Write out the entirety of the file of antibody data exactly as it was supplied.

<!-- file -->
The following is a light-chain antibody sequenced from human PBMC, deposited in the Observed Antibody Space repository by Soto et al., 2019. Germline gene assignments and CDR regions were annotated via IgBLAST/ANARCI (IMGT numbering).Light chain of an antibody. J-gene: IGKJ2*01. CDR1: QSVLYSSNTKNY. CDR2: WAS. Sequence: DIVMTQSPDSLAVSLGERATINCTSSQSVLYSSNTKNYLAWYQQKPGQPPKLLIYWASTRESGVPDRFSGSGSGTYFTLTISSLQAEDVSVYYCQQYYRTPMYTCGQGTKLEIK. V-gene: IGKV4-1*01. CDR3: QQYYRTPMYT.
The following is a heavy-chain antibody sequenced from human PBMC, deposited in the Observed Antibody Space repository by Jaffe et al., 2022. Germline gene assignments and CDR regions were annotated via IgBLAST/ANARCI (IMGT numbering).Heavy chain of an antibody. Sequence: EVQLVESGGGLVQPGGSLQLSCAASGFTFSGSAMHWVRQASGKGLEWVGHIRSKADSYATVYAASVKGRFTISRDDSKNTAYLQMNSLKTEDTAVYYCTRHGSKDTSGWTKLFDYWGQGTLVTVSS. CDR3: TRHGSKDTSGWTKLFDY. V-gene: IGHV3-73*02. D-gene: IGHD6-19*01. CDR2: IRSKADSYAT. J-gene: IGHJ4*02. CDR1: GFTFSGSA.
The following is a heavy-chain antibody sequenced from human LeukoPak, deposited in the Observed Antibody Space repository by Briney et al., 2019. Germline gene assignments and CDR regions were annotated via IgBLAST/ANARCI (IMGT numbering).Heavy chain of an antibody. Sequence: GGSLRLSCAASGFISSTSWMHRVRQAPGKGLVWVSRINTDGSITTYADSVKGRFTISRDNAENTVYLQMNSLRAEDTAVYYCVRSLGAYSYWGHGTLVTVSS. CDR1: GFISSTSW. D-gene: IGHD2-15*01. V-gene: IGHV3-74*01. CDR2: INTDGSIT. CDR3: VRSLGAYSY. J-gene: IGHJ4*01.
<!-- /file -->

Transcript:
The following is a light-chain antibody sequenced from human PBMC, deposited in the Observed Antibody Space repository by Soto et al., 2019. Germline gene assignments and CDR regions were annotated via IgBLAST/ANARCI (IMGT numbering).Light chain of an antibody. J-gene: IGKJ2*01. CDR1: QSVLYSSNTKNY. CDR2: WAS. Sequence: DIVMTQSPDSLAVSLGERATINCTSSQSVLYSSNTKNYLAWYQQKPGQPPKLLIYWASTRESGVPDRFSGSGSGTYFTLTISSLQAEDVSVYYCQQYYRTPMYTCGQGTKLEIK. V-gene: IGKV4-1*01. CDR3: QQYYRTPMYT.
The following is a heavy-chain antibody sequenced from human PBMC, deposited in the Observed Antibody Space repository by Jaffe et al., 2022. Germline gene assignments and CDR regions were annotated via IgBLAST/ANARCI (IMGT numbering).Heavy chain of an antibody. Sequence: EVQLVESGGGLVQPGGSLQLSCAASGFTFSGSAMHWVRQASGKGLEWVGHIRSKADSYATVYAASVKGRFTISRDDSKNTAYLQMNSLKTEDTAVYYCTRHGSKDTSGWTKLFDYWGQGTLVTVSS. CDR3: TRHGSKDTSGWTKLFDY. V-gene: IGHV3-73*02. D-gene: IGHD6-19*01. CDR2: IRSKADSYAT. J-gene: IGHJ4*02. CDR1: GFTFSGSA.
The following is a heavy-chain antibody sequenced from human LeukoPak, deposited in the Observed Antibody Space repository by Briney et al., 2019. Germline gene assignments and CDR regions were annotated via IgBLAST/ANARCI (IMGT numbering).Heavy chain of an antibody. Sequence: GGSLRLSCAASGFISSTSWMHRVRQAPGKGLVWVSRINTDGSITTYADSVKGRFTISRDNAENTVYLQMNSLRAEDTAVYYCVRSLGAYSYWGHGTLVTVSS. CDR1: GFISSTSW. D-gene: IGHD2-15*01. V-gene: IGHV3-74*01. CDR2: INTDGSIT. CDR3: VRSLGAYSY. J-gene: IGHJ4*01.